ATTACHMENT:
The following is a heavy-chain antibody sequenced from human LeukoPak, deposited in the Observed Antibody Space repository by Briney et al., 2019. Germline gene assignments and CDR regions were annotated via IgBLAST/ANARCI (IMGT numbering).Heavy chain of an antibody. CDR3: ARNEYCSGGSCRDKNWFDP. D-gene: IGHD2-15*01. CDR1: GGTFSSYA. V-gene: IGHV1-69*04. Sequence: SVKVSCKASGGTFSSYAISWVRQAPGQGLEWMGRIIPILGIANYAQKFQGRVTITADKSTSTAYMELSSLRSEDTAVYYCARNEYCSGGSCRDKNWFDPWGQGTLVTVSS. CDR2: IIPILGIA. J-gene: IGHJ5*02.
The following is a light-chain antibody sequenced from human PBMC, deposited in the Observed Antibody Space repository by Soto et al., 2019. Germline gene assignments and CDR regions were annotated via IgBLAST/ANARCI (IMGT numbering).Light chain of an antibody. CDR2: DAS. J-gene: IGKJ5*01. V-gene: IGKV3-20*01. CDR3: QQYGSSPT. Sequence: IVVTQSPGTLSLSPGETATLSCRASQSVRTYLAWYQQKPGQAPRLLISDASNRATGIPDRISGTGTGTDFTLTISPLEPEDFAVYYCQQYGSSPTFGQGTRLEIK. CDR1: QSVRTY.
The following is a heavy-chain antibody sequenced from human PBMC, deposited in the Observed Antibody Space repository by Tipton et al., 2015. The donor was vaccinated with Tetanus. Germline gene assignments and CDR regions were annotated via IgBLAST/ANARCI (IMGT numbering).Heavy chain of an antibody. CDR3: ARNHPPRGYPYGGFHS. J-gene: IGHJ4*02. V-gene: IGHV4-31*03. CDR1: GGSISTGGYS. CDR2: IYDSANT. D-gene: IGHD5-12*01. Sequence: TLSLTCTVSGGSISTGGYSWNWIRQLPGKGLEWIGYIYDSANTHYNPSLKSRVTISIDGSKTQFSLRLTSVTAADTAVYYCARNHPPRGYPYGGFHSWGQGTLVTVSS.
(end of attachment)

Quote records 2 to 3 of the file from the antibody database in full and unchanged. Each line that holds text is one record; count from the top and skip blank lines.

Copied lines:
The following is a light-chain antibody sequenced from human PBMC, deposited in the Observed Antibody Space repository by Soto et al., 2019. Germline gene assignments and CDR regions were annotated via IgBLAST/ANARCI (IMGT numbering).Light chain of an antibody. CDR2: DAS. J-gene: IGKJ5*01. V-gene: IGKV3-20*01. CDR3: QQYGSSPT. Sequence: IVVTQSPGTLSLSPGETATLSCRASQSVRTYLAWYQQKPGQAPRLLISDASNRATGIPDRISGTGTGTDFTLTISPLEPEDFAVYYCQQYGSSPTFGQGTRLEIK. CDR1: QSVRTY.
The following is a heavy-chain antibody sequenced from human PBMC, deposited in the Observed Antibody Space repository by Tipton et al., 2015. The donor was vaccinated with Tetanus. Germline gene assignments and CDR regions were annotated via IgBLAST/ANARCI (IMGT numbering).Heavy chain of an antibody. CDR3: ARNHPPRGYPYGGFHS. J-gene: IGHJ4*02. V-gene: IGHV4-31*03. CDR1: GGSISTGGYS. CDR2: IYDSANT. D-gene: IGHD5-12*01. Sequence: TLSLTCTVSGGSISTGGYSWNWIRQLPGKGLEWIGYIYDSANTHYNPSLKSRVTISIDGSKTQFSLRLTSVTAADTAVYYCARNHPPRGYPYGGFHSWGQGTLVTVSS.